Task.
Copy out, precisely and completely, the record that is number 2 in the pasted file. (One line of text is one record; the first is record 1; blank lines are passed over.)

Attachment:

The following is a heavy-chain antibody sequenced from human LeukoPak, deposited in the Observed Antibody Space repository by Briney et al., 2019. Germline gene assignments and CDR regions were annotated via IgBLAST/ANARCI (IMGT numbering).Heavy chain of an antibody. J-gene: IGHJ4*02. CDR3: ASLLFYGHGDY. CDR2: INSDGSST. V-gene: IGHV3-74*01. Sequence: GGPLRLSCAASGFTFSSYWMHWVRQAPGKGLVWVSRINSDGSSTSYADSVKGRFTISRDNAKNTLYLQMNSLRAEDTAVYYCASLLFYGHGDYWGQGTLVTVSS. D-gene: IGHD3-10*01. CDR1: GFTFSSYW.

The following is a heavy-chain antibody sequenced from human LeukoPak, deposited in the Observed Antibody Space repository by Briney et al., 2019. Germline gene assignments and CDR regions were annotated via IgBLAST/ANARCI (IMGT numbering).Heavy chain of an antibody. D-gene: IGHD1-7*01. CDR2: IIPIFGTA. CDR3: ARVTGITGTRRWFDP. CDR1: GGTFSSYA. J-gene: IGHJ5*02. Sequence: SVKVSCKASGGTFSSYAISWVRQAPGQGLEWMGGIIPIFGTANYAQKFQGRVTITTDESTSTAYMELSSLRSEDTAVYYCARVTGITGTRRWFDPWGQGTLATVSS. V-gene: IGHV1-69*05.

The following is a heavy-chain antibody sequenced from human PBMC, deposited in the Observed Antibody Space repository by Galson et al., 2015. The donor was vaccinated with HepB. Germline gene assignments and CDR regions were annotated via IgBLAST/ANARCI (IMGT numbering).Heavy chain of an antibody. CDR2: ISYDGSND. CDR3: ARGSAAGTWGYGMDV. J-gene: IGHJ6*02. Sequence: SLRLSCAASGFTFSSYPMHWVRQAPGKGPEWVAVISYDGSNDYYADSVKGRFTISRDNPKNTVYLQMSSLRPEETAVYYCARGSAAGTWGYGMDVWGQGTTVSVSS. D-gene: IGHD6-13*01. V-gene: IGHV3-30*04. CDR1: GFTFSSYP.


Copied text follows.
The following is a heavy-chain antibody sequenced from human LeukoPak, deposited in the Observed Antibody Space repository by Briney et al., 2019. Germline gene assignments and CDR regions were annotated via IgBLAST/ANARCI (IMGT numbering).Heavy chain of an antibody. D-gene: IGHD1-7*01. CDR2: IIPIFGTA. CDR3: ARVTGITGTRRWFDP. CDR1: GGTFSSYA. J-gene: IGHJ5*02. Sequence: SVKVSCKASGGTFSSYAISWVRQAPGQGLEWMGGIIPIFGTANYAQKFQGRVTITTDESTSTAYMELSSLRSEDTAVYYCARVTGITGTRRWFDPWGQGTLATVSS. V-gene: IGHV1-69*05.